Why Are Paintballs Breaking In My Marker?

How Do I Keep Paintballs From Breaking In My Gun?

Paintballs breaking in your marker is the most frustrating thing that can happen while playing. You pull the trigger and nothing but an explosion of goop comes out the end. Every shot afterwards is either the same spray of paint or wing off in every which direction. Sometimes it is just occasional bad luck, but at other times it can be a constant chronic problem. There is no one simple solution; there are many factors that can lead to paint breakage when shooting your marker. This article will go in-depth on the causes and provide a checklist of factors to determine a solution to why paintballs keep breaking in my gun.

Difference Between Barrel Break, Breech Break and Ball Chop

The first step is to determine where the breakage is occurring. Take off your hopper and tank, and completely degas the marker. Once sure your marker is depressurized fully, take the barrel off and look down it from the breech end where the barrel threads are. Is the paint breaking from the breech end, or does the paint goop start further down the barrel? If the mess starts somewhere down the barrel then it is a barrel break . If the paint is all the way through the barrel then look down the feed neck at the bolt. Is the bolt covered in paint as well? If the paint mess starts at the head of the bolt then it is a breech break . If the entire bolt is covered in paint, then you have a ball chop (aka bolt chop).

Causes and Fixes to Paintball Barrel Breaks and Breech Breaks

- Bad or Brittle Paintballs

The quality of your paintballs are the #1 cause of paintball barrel breaks. An overly fragile ball won’t survive the push down the barrel. Using tournament grade paintballs in an entry level marker can also cause this, as lower cost guns usually have a rougher action than high end models. Try a different paintball if they are available. If it’s a humid day then you can try opening up your bags of paint to absorb some moisture and add some elasticity to the shell.

- Cold Paintballs/ Cold Playing Conditions

The shell of a paintball gets brittle as the temperature drops. You may start to notice a lot of breakage as the temperature drops below 55-60 degrees Fahrenheit. See our article on Playing Paintball In Winter for ways to combat this.

- Too Tight Paintball Bore

If the inner diameter of your paintball barrel is too snug then it can break paint in the barrel and breech, especially with fragile paint. Try a different barrel, barrel back or insert with a larger inner diameter. Your accuracy may suffer a bit, but that is better than no ball making it out the barrel at all.

- Pressure Too High

The initial blast of air hitting the paintball may be too great, causing it to shatter. This is a common cause of breech breaks. In blowback markers you can try turning down your velocity. In full pneumatic markers you can try turning down the pressure while increasing your dwell setting. This will lower the pressure making initial contact against the ball but increase the amount of time the air is transferring through the bolt, giving the ball a softer but longer push down the barrel. You won’t get as many shots per fill but you waste less paint and game time cleaning.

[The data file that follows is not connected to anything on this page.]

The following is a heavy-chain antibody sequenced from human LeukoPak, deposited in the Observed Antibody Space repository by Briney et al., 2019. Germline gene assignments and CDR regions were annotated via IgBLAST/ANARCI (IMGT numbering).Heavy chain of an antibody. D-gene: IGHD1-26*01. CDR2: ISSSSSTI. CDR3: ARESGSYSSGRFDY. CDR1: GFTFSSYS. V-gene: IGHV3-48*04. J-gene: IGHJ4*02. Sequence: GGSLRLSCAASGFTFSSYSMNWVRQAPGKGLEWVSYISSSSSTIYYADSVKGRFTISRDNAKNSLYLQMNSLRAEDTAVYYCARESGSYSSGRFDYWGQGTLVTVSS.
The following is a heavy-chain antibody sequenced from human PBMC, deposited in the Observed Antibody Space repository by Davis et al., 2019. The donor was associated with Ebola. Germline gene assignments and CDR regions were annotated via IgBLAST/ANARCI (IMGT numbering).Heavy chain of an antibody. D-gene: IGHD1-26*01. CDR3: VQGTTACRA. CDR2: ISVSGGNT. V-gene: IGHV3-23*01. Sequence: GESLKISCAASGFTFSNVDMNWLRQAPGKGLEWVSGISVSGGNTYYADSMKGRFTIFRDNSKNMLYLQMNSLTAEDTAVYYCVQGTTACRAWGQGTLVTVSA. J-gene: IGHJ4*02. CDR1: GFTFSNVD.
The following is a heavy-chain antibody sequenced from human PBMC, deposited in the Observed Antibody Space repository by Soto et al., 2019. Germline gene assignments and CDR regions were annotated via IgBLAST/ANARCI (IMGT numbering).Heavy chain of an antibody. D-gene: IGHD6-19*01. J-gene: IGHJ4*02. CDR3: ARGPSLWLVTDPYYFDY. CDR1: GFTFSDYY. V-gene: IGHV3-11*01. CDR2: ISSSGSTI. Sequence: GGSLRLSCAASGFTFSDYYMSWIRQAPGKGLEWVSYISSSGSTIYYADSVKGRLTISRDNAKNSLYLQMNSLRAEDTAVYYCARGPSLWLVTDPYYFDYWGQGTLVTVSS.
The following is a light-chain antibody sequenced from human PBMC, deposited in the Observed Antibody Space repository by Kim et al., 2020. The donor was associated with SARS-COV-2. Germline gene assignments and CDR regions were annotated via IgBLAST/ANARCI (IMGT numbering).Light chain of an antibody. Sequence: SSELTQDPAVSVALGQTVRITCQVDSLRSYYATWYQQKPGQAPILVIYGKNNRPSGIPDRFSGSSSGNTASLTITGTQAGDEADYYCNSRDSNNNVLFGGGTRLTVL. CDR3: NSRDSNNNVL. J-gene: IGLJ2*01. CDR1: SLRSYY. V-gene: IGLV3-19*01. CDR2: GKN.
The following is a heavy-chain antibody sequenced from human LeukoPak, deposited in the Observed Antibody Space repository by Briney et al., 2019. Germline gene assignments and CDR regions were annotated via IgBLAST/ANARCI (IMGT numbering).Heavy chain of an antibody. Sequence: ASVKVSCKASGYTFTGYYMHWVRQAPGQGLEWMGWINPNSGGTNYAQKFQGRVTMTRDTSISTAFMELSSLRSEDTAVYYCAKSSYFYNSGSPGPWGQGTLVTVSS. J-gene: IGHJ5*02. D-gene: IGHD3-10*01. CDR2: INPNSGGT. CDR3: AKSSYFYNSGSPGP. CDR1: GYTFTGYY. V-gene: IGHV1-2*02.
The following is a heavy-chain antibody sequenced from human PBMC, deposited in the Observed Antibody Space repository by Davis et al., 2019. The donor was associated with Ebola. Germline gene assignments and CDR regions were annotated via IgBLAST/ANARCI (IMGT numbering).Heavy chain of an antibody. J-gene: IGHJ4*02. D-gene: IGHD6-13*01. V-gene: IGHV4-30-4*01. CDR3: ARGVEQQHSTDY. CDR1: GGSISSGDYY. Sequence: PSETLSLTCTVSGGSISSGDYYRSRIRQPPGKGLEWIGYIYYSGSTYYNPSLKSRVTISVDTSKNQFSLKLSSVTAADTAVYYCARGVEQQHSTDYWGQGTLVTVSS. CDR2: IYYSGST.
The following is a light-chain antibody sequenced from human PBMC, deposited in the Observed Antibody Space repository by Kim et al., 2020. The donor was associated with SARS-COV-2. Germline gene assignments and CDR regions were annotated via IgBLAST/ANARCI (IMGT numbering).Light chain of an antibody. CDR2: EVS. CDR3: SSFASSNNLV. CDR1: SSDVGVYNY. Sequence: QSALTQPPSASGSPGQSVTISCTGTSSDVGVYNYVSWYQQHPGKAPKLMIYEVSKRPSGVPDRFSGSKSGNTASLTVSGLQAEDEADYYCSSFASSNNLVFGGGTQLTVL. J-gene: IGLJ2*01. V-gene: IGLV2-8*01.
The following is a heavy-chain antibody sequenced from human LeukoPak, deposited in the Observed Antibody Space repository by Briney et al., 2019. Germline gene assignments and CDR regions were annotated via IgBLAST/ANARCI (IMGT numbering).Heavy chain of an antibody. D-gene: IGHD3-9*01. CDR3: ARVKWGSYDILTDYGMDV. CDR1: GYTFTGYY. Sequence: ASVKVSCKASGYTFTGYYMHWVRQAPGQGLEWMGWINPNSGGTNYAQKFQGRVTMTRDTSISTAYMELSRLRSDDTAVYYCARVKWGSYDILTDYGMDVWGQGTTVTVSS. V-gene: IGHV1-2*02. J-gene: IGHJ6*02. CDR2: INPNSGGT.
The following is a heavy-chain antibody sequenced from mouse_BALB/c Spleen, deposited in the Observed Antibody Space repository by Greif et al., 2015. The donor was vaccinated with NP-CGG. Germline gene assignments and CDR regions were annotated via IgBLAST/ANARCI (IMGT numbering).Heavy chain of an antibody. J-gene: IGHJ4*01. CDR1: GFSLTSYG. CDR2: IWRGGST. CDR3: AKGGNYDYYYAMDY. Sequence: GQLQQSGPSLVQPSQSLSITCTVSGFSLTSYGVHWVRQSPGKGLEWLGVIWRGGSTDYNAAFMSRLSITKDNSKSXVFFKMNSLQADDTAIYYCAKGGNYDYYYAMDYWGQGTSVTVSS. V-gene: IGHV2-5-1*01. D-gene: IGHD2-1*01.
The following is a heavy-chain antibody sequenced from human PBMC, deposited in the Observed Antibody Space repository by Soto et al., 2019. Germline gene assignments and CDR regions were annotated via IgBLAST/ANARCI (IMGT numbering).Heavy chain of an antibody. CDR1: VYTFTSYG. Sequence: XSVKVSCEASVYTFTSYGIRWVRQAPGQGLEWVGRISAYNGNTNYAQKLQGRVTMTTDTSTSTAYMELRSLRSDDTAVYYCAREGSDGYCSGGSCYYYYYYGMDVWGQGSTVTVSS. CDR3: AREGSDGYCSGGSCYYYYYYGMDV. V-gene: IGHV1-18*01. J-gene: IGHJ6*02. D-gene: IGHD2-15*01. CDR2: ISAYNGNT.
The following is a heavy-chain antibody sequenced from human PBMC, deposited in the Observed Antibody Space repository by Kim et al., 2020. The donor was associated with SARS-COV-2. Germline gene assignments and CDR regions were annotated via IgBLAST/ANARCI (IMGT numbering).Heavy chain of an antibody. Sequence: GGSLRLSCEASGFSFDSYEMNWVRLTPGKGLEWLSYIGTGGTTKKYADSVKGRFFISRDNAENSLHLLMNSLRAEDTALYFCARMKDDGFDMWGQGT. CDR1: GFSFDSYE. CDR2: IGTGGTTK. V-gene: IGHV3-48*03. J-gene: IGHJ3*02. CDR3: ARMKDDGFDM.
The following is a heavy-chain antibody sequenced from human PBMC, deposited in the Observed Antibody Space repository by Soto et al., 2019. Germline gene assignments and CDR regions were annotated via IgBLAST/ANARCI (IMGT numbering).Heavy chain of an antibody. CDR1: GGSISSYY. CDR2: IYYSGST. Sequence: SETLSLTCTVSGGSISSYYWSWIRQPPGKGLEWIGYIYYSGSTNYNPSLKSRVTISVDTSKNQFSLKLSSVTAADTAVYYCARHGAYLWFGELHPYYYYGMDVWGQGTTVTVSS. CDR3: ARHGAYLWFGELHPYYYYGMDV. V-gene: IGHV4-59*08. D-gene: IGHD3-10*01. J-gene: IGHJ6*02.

- Obstruction or Defect in the Barrel

Remove your barrel, clean it, and look through from both directions. Inspect the edges of the muzzle and breech ends. Did the edges get a ding that could be snagging the ball? Push a cotton ball or similar loose fluffy material down the barrel. If it snags anywhere such as around some porting then there could be a burr or metal splinter catching the shell. If you have a two piece barrel then the barrel front should be a larger diameter than the back. There should be a visible “step” when looking from the muzzle end. If you see any edge of the front when peering from the breech end, then the front is too small or defective, with the paintball hitting that edge like a tire hitting a curb.

- Check Your Hopper or Loader

Take a look inside your marker’s hopper or loader. Is there broken paint or sand and debris in there? You may have broken paint at one point from jarring impact to the hopper or a pod, or the paint may be too fragile for your particular electronic loader. Paintballs entering the breech with paint or dirt are prime candidates for breakage.

Causes and Fixes of Ball Chops

Ball chop happens because a paintball is not completely within the breech when the bolt comes forward. The bolt pinches or slices through the half-chambered paintball.

- Paintballs Not Feeding Fast Enough

This is the primary culprit. Players often spend lots of time and money tuning and upgrading their marker to fire crazy fast but don’t do the same for their loader. If you notice skip in firing your marker fast, you simply need to slow down or get a faster loader.

- Blowback Pressure Up the Feed Neck

Markers that use a blowback action and some stack tube electropneumatic designs can get air pressure blowing past the bolt and going up the feed neck. Again, if your loader is not feeding fast enough then it isn’t keeping a stack of paintballs over the breech to prevent them from ‘popcorning’ back up.

- Dirty or Malfunctioning Anti Chop Eyes

Anti-chop eyes in an electronic marker ‘look’ for a paintball to be in the breech before letting the marker fire. However, if they get loose, misaligned or dirty with paint and grease they can read incorrectly and cause a chop. Cleaning the eyes is always one of the first things to check